Over at The Practice, Jonathan Stein ponders whether clients should be billed for smaller incidental costs like photocopying or faxing. Jon falls on the side of rolling these incidentals into overhead rather than reflecting them on a client bill.
I agree with Jon. But for me, the much trickier question when it comes to billing clients for expenses is what our obligation is, as attorneys to seek out the lowest cost options when we’re passing the costs on to our clients. The question is more timely now than ever because with the advent of the Internet, we’re able to gain access to so much more price information and more readily obtain lower prices than a decade ago.
So for example, if I’m traveling for a client on business – and my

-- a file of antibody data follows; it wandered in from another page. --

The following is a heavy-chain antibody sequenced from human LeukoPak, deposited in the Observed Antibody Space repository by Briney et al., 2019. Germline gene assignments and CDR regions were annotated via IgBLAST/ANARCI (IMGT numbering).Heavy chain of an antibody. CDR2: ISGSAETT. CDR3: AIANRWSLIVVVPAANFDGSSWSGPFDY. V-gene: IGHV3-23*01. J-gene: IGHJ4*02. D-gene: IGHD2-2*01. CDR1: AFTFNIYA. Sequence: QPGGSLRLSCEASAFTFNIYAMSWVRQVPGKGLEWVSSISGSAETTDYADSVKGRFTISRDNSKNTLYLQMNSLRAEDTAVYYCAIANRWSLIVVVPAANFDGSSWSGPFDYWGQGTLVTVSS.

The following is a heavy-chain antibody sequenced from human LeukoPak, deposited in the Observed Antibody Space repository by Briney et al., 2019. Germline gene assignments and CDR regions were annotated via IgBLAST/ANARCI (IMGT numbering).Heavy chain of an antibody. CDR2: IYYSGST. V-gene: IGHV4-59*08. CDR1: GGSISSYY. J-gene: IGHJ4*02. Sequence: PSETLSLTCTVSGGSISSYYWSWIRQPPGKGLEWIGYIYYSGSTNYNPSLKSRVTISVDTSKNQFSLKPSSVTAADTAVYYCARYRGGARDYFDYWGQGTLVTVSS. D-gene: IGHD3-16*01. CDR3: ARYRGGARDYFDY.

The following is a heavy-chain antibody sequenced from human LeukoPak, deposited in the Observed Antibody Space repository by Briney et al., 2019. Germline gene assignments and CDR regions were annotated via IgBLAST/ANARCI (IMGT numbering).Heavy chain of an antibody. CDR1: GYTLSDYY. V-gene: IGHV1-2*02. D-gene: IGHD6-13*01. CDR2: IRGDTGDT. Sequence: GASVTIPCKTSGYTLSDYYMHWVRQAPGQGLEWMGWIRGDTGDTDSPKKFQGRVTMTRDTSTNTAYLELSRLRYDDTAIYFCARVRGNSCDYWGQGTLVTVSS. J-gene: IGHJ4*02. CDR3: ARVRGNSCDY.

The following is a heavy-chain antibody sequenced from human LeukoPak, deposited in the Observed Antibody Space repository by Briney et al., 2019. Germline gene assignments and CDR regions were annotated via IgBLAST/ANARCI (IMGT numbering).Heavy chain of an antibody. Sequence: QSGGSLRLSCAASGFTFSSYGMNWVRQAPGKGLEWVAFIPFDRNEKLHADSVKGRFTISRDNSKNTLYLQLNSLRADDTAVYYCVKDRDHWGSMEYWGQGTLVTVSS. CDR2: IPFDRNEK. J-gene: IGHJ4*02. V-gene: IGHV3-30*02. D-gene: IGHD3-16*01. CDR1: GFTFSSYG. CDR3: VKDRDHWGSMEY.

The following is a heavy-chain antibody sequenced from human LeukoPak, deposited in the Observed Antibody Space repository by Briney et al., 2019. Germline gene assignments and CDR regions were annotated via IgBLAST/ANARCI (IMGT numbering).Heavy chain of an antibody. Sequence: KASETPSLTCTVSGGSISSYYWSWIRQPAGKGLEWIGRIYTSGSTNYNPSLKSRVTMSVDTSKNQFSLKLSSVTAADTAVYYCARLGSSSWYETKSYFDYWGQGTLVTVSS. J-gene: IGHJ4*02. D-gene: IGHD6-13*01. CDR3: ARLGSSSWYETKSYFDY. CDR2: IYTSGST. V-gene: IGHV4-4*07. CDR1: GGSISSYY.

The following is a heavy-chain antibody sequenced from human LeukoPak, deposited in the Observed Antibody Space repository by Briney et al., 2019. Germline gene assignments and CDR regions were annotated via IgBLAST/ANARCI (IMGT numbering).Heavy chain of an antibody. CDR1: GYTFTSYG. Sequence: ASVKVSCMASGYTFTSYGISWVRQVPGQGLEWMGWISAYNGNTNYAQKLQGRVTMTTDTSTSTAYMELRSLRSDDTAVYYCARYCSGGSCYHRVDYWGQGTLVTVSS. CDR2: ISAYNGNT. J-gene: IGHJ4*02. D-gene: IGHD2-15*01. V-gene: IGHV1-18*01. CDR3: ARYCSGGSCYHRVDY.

client has agreed to pay the expense – can I just go and book whatever
hotel and airfare I feel like? Or do I have a duty to save my client
money and look into whatever discounts might be available on Hotwire or
Travelocity. What about when it comes to deposition transcripts? Do I
have a duty to find the lowest cost provider (in my area, there’s
substantial variation in the per page costs) – or just use whomever is
From an ethics perspective, I know that my only obligation is that
my overall fee be reasonable or “not excessive.” But from my
perspective, I don’t know if the ethical perspective provides the right
answer here. I know that no matter how much my financial situation
improves, I’ll always be shopping around on price, looking for the best
balance between cost and quality. In other words, while I no longer
stay in $35/night hostels, I don’t see the need to pay top dollar when
nice places can be found online for lower rates. Don’t I owe my clients the same courtesy when I’m spending their money?